"I think the competitive intensity carries on and so there's clearly going to be pressure on the top line," Mohamed said of Rogers' revenues.
"But it's very straightforward — in the short term we're addressing the cost side of the equation," he said after the company's annual meeting in Toronto.
Shares in Rogers (TSX:RCI.B) closed down almost six per cent Wednesday after the company reported disappointing first-quarter financial results. The stock was down $2.21 at $36.81 per share on the Toronto Stock Exchange.
The Toronto-based company's wireless division has faced tougher competition from players big and small, while its cable division is battling fellow industry giant Bell (TSX:BCE).
Mohamed said Rogers is working to allow customers to use their devices to get the information they need for self-service when they have problems.
"To me, the best way to drive out costs is to improve our service. Where we would like to get to is customers using their own device to actually get the information they want, or service their requirement," he said.
Mohamed added that Rogers, which maintained its financial guidance for 20120, will also look at trimming discretionary spending and supply costs, but did not mention any further job cuts.
Rogers laid off about 300 employees in March, with the cuts focused on management and head office positions.
Mohamed assured analysts Tuesday that the company intends to improve its earnings before the end of the year and repeated the message to shareholders Wednesday.
"As I look to the balance of the year, I expect this competitive intensity to continue, and with moderating revenue growth...cost management is absolutely imperative," he told the meeting.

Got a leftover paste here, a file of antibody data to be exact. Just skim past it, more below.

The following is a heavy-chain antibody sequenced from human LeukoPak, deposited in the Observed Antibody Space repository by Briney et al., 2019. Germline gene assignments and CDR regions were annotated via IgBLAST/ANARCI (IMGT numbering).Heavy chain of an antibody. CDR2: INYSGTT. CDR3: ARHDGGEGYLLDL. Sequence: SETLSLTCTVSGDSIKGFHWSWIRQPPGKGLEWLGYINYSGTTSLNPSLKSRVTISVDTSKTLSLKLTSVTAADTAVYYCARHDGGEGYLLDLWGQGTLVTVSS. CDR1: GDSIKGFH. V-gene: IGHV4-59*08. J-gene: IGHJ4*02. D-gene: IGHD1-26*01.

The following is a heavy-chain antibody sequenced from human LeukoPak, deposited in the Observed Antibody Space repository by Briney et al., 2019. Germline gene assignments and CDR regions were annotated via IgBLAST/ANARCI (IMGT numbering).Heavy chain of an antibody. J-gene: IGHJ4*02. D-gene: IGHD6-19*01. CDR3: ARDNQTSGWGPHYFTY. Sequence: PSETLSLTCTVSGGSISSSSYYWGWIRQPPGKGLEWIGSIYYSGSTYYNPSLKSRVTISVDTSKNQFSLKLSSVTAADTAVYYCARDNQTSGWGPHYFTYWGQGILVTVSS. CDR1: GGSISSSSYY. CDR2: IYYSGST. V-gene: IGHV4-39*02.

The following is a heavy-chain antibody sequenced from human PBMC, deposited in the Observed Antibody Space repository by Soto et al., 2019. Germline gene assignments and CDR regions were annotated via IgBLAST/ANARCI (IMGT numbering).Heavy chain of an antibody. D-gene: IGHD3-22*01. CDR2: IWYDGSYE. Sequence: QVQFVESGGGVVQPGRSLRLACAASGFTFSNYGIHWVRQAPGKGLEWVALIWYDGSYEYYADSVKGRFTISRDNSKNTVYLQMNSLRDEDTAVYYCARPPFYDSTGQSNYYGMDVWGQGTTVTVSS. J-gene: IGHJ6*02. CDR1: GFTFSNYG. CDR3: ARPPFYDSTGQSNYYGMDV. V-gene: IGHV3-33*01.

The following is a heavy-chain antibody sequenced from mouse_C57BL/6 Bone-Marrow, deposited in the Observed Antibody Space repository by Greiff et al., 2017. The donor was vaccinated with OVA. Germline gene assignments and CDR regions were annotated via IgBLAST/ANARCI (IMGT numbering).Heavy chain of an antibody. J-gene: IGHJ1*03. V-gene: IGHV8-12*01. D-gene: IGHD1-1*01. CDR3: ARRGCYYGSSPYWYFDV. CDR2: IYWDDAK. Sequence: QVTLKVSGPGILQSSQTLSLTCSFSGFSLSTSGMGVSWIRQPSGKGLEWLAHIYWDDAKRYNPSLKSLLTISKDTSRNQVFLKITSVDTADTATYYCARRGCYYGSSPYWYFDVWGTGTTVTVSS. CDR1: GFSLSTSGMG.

Rogers posted a profit of $305 million or 57 cents per diluted share on $2.95 billion in revenue for the first quarter. That compared with a profit of $335 million or 60 cents per diluted share on $2.99 billion in revenue a year ago.
The company reported adjusted earnings of $356 million or 67 cents per diluted share, below analyst expectations of 76 cents per share, according to Thomson Reuters.
Revenue of $2.95 billion also missed analyst expectations, which on average were for $3.05 billion for the first quarter of fiscal 2012.
In its first quarter, Rogers said it lost 7,000 cable customers in a highly competitive quarter with Bell's IPTV service.
UBS analyst Phillip Huang said the loss of subscribers was not a "one-off event."
As Bell expands its service, available in the Toronto and Montreal areas, Rogers will lose 86,000 cable subscribers in 2012, Huang estimated in a research note.
Huang noted that Rogers has stepped up the pace of cutting costs to sustain operating profits and cash flows.
"Nonetheless, we believe there is a high likelihood that we will see management lower guidance when they release Q2 results."
Mohamed said Rogers' cable TV service will move to Internet Protocol TV (IPTV) over the next two years, a system already used by Telus (TSX:T) and Bell. That means TV will be delivered over an Internet Protocol network and allow users to watch sports, for example, while pulling up stats.
"Think about it as one big pipe into the home, a pipe that will allow consumers to access any type of content and entertainment whether it's broadcast, on demand, or user generated. In the future your TV and your computer will be one and the same."
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